3 August 2022

A mum whose life changed forever when one of her twins was born with only one eye now helps to transform the lives of other parents who have a disabled child.

Charlie Beswick from Stoke-on-Trent, has shared her story as part of Twins, Triplets and More Week, which runs from 4 July to 10 July and celebrates everything about life with multiples.

Shauna Leven, Chief Executive of Twins Trust, said: “Twins, Triplets and More Week is a chance to celebrate everything about life with multiples. We are here for all families of multiples, whether they need advice or support to help them on their parenting journey.”

Charlie Beswick's twin boys, Harry and Oliver

Charlie’s twin boys, Harry and Oliver, were born in 2005. Harry was born with a rare craniofacial condition called Goldenhar syndrome. He had no eye, no eye socket, no ear, no nostril and a short, underdeveloped jaw.

Charlie said life changed forever at this point but after a six-year struggle coming to terms with what had happened, she now empowers other mothers to realise that an altered life can still be a wonderful one.

She said: “I was only seven weeks pregnant when we discovered that I was expecting twins in 2004. Once the initial shock wore off, I felt excited and, if I’m honest, a little bit smug. While mere mortals were having one baby at a time, super uterus over here was baking two. I was elated.

“In my mind, I planned my children’s futures. The birthday parties, prom, holidays together, how I’d manage the fights and the heartbreaks. I felt so blessed that my children would always have someone in their corner, even when their dad and I weren’t around.

“I researched what my life was going to be like by watching twin programmes on TV for tips on feeding them both. With every programme my excitement grew.”

Twelve hours after Charlie’s waters had broken, she was rushed to theatre for an emergency C-section. Her partner arrived just in time to see the arrival of their twin sons. Oliver and Harry weighed just 3lb 9oz and were whisked away to special care while Charlie was transferred to a hospital ward to rest.

Just hours later, Charlie was told the unexpected news about her son, Harry.

Charlie Beswick with twin boy, Harry

She said: “Four hours later, the paediatrician came to see us. I remember him saying Twin One (who we’d named Oliver) is fine – and I knew that bad news was following. He told us that Twin Two (who we’d named Harry) had been born with a rare craniofacial condition called Goldenhar syndrome. He said that for Harry, this meant he had been born with no eye, no eye socket, no ear, no nostril and a short, underdeveloped jaw. I remember the way the doctor drew a line down the centre of his face with his hand and swept it across the left-hand side of his face as if to erase what was there. He also explained that Harry may have problems with his spine and could have brain damage.”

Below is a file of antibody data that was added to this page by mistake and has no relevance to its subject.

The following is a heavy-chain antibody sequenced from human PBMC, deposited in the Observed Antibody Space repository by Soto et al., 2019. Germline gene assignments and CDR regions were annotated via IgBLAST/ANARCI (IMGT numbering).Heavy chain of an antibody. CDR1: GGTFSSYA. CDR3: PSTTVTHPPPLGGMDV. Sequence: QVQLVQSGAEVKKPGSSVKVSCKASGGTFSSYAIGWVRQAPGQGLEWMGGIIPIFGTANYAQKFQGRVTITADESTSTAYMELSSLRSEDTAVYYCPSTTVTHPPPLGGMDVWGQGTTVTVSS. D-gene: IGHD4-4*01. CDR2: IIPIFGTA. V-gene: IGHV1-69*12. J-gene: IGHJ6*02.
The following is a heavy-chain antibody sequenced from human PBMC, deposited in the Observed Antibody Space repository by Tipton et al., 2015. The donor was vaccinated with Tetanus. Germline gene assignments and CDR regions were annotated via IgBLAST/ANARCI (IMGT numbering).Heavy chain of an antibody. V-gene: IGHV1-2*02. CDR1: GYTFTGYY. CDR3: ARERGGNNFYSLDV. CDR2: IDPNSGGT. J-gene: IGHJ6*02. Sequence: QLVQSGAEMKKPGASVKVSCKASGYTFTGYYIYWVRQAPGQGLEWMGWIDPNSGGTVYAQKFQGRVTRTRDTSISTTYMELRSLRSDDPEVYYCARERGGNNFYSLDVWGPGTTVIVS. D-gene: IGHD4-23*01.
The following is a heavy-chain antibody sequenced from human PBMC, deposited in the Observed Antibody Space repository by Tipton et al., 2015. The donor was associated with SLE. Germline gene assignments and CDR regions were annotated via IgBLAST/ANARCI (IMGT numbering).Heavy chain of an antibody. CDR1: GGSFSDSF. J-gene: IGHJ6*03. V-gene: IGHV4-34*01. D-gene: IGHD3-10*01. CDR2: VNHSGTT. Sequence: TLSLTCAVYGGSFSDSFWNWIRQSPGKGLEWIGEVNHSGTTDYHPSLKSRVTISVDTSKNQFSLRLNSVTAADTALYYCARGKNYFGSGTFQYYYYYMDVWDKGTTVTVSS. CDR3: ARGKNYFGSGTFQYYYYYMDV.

At this point, first-time mum Charlie struggled to process the news. She felt like she was underwater, listening to a dull muffled voice.

Charlie added: “That was the moment that my life, and who I was, changed forever. Family and friends were incredibly supportive and quick to reassure me that I could handle the news and the future. I didn’t feel that I could say I didn’t want to. That I wished it was someone else’s reality and not ours. That I’d got the babies I’d been dreaming of for months and that I could be the mother I had totally taken for granted that I would be. I couldn’t tell anyone that the loss of that life felt like a grief I had never known. So I smiled and agreed that it would all be fine. Now I call it “The Lie We Wear” – it’s the smile that hides the truth that we are so far from fine, that we feel lost and alone.”

Charlie admits it took her six years to realise she was struggling. Harry was diagnosed with severe autism during this time and her marriage had broken down. She was juggling a full-time career as a teacher while raising her sons and attending numerous appointments for Harry. Realising she couldn’t do everything, she left teaching to focus on her children.

Charlie said her boys, who are now 17, really turned her life around and when she was at her most broken, they gave her a purpose.

My boys are simply incredible, and I couldn’t be prouder of them. They amuse, entertain, and inspire me daily. I know that I am a far better person and mother for having them in my life.

Our Altered Life book cover

In 2017, Charlie published Our Altered Life, a brutally honest book about coming to terms with a life she never expected. It became an Amazon bestseller.

Now she mentors other mums with a life altered by their baby’s disability or diagnosis, through the early years of surviving and then thriving.

She has also created a free Facebook group to support maternal mental health and wellbeing following a child's diagnosis, named SEND Gin & Cheese.

She said: “Many of their challenges are shared by all mothers, but when a child has additional needs, those challenges are experienced much more intensely and often in what feels like a vacuum of loneliness. Many mothers worry for the future and feel stuck in the place of “why us?" which stops them from enjoying the moment or moving forward.

“It’s not to say that raising children with disabilities is awful. Not at all, but the price is that a piece of yourself is lost and you must rebuild a new version of who you are and who you want to be. For me, that version is even better than the one I left behind, and I have my boys to thank for that – although it took a while to see it.

“Now, I love empowering other mothers to realise that an altered life can still be a wonderful one and helping them to find the confidence, clarity and calm that they deserve.”

Charlie Beswick's twin boys, Harry and Oliver